These a reason Dr Daniel Harrow (Ioan Gruffudd) gets under everyone’s skin as easily as he does. Maxine Pavich (Robyn Malcolm) might not like Harrow’s methods but she certainly likes his results. Even though Dr Lyle Fairly (Darren Gilshenan) would not like to admit it, Harrow is the top pathologist in the city. Harrow is methodical to a fault. The right solution, in his experience, is not always the most obvious one. Just because death might look like it is the result of a shark attack, does not mean that is the cause of death.
The pathologist delves deeply into every case he is assigned with the vigour of a well-bred blood hood. Harrow never stops until he is completely satisfied with his findings. By eliminating all impossibilities, regardless of how improbable the remaining cause is, Harrow is always left the most probable solution.
SPOILER ALERT: If you have yet to see the latest episode of Harrow, do not read beyond this point. There are spoilers throughout this article.
Somewhere in North Queensland
A runner finds an armless legless body on the beach. Cause of death, at first glance, is obviously due to a shark attack. If this were not an episode of Harrow, the likelihood of a shark attack being the accepted cause of death would be significant.
Harrow’s car is a burned-out-wreck. That car meant a lot to Harrow him because it was his father’s car. Not that Harrow could not afford to take it to a mechanic occasionally, he could, but his preference was to maintain it himself. The pathologist was as methodical with his car as he was with the cases Pavich assigns him.
While Harrow tries to figure out how his car died, Simon Van Reyk (Remy Hii) digs into Dr Laurie Badcoe’s (Geoff Morrell) autopsy of Francis Chester (Grant Bowler). If Harrow did not want Simon being curious, he should not have influenced his assistant to follow his hunches.
I’m Sending You Away … to Port Astor
Harrow does not like going to North Queensland. It’s a nice place with nice people but there is always a chance he might run into Sergeant Gabriel Capello (Richard Brancatisano). The pathologist finds the police officer annoyingly irritating. This is pretty much how most people, especially Fairly, regard Harrow.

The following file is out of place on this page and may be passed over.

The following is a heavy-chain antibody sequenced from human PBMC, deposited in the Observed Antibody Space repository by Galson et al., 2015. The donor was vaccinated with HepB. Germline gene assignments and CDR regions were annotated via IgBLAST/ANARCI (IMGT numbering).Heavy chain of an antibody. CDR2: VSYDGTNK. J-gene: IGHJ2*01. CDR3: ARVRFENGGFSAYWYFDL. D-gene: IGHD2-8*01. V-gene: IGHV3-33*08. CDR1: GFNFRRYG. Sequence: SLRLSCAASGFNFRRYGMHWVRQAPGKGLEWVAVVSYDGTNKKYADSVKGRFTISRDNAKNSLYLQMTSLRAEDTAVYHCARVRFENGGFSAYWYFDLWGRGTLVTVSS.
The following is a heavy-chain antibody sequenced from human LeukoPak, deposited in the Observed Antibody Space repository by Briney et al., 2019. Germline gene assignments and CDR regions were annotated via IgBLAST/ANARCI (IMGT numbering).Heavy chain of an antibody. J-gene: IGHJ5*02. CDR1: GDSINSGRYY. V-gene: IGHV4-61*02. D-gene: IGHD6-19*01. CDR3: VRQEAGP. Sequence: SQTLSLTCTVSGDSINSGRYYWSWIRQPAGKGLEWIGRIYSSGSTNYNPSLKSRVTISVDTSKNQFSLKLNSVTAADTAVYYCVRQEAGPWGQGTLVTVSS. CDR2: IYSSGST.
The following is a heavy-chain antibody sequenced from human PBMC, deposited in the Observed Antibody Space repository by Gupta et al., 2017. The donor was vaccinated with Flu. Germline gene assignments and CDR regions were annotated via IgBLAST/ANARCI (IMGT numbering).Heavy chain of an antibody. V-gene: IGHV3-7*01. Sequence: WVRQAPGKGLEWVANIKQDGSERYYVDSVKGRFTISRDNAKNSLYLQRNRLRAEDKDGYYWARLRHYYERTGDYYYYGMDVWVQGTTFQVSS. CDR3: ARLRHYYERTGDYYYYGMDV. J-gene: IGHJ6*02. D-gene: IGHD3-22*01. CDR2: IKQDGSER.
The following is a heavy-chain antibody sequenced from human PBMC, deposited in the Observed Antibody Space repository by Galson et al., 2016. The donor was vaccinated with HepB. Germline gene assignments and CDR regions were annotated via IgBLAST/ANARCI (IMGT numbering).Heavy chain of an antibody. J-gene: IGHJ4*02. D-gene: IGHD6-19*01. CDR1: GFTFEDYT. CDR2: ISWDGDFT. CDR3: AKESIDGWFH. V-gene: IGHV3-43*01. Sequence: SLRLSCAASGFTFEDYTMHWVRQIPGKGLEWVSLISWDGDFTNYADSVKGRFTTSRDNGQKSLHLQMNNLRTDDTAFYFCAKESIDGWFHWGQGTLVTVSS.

Pavich sends Harrow and Dr Grace Molyneux (Jolene Anderson) to Port Astor to investigate a possible shark attack. The likelihood of Harrow not running into either Capello and Badcoe, while in North Queensland, is zero.
The body found on the beach, or at least what remained of the body, is formally identified as one Ben Raza (Joshua Nicholson). When Capello hands Molyneux the photos, it is clear Harrow was expecting her to pass them directly to him. She doesn’t. Molyneux is Harrow’s trainee. It’s minor but noticeable.
Meanwhile, in Brisbane…
Regardless of what Harrow has said, Simon chooses to investigate the possibility Chester is still alive. Police believe it was the now late Brendan Skene (Erroll Shand) was responsible for shooting Harrow but the condition of Skene’s eyes would have made focusing a rifle exceedingly difficult.
When conducting Chester’s autopsy, it looks like Badcoe was not as methodical as Harrow would have been if the Brisbane pathologist had been responsible for it. If Chester had perished in a prison fire, not that someone did not fall victim to the flames, it was not the man Badcoe believed he was working on because that individual is living as a chef in Brisbane.
Callan Prowd (Hunter Page-Lochard), Fern Harrow’s (Ella Newton) boyfriend, works for Chester at his Brisbane restaurant. The chef is Chester, there are absolutely no doubts. It does not matter what the pathologist’s report shows. This is Chester. Chester is responsible for not only shooting Harrow in the closing moments of the first season finale, but he ‘s also responsible for the legal predicament Fern currently finds herself embroiled.
Poor Mr Raza…
During the autopsy, Harrow and Molyneux find significant scarring caused by jellyfish stingers. One of the things Harrow fans like about the series, something which it has in common with other medical dramas, is the title character’s exposition. Harrow’s exposition, sometimes needlessly detailed, is always educationally accurate.
The presence of jellyfish in Raza’s stomach gives Harrow pause for concern. While the convenient cause of death may be shark attack, it is becoming increasingly clear that is not the direction Harrow and Molyneux are taking their investigation.